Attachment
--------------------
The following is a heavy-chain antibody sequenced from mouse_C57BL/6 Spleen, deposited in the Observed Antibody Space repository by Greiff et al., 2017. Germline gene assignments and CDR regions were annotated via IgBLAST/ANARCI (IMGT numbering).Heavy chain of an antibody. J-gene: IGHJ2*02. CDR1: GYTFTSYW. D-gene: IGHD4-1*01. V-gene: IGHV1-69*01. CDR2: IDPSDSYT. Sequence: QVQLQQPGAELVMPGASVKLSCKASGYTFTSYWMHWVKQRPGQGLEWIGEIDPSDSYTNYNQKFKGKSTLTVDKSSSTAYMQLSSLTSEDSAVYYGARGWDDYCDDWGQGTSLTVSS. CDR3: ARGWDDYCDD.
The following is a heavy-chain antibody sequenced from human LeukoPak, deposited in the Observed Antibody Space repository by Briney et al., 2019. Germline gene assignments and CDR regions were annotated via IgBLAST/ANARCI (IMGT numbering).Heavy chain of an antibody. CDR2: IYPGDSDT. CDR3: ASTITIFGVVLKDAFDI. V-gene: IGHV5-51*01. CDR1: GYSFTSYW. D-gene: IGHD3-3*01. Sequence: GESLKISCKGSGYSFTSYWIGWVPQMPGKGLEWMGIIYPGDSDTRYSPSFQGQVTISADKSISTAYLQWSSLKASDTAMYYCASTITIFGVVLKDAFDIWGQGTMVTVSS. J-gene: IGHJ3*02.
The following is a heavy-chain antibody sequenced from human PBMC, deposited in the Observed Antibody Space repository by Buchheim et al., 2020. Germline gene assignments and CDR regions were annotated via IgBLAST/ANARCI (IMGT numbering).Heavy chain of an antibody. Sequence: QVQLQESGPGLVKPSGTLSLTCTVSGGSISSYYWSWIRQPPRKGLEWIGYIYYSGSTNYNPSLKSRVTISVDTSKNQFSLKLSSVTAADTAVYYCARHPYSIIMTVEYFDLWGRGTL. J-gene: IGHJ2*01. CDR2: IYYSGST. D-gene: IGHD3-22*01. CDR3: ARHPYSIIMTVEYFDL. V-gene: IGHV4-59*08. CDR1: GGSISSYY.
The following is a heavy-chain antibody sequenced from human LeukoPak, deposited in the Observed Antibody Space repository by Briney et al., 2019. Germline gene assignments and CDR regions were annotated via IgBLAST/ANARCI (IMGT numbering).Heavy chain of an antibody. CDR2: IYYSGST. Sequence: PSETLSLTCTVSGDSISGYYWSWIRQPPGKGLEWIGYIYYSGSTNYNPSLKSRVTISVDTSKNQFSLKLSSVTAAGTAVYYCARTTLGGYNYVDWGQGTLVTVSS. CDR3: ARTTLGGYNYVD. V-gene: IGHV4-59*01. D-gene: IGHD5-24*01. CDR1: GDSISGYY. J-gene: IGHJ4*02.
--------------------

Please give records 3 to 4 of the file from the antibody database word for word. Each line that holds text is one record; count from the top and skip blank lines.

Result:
The following is a heavy-chain antibody sequenced from human PBMC, deposited in the Observed Antibody Space repository by Buchheim et al., 2020. Germline gene assignments and CDR regions were annotated via IgBLAST/ANARCI (IMGT numbering).Heavy chain of an antibody. Sequence: QVQLQESGPGLVKPSGTLSLTCTVSGGSISSYYWSWIRQPPRKGLEWIGYIYYSGSTNYNPSLKSRVTISVDTSKNQFSLKLSSVTAADTAVYYCARHPYSIIMTVEYFDLWGRGTL. J-gene: IGHJ2*01. CDR2: IYYSGST. D-gene: IGHD3-22*01. CDR3: ARHPYSIIMTVEYFDL. V-gene: IGHV4-59*08. CDR1: GGSISSYY.
The following is a heavy-chain antibody sequenced from human LeukoPak, deposited in the Observed Antibody Space repository by Briney et al., 2019. Germline gene assignments and CDR regions were annotated via IgBLAST/ANARCI (IMGT numbering).Heavy chain of an antibody. CDR2: IYYSGST. Sequence: PSETLSLTCTVSGDSISGYYWSWIRQPPGKGLEWIGYIYYSGSTNYNPSLKSRVTISVDTSKNQFSLKLSSVTAAGTAVYYCARTTLGGYNYVDWGQGTLVTVSS. CDR3: ARTTLGGYNYVD. V-gene: IGHV4-59*01. D-gene: IGHD5-24*01. CDR1: GDSISGYY. J-gene: IGHJ4*02.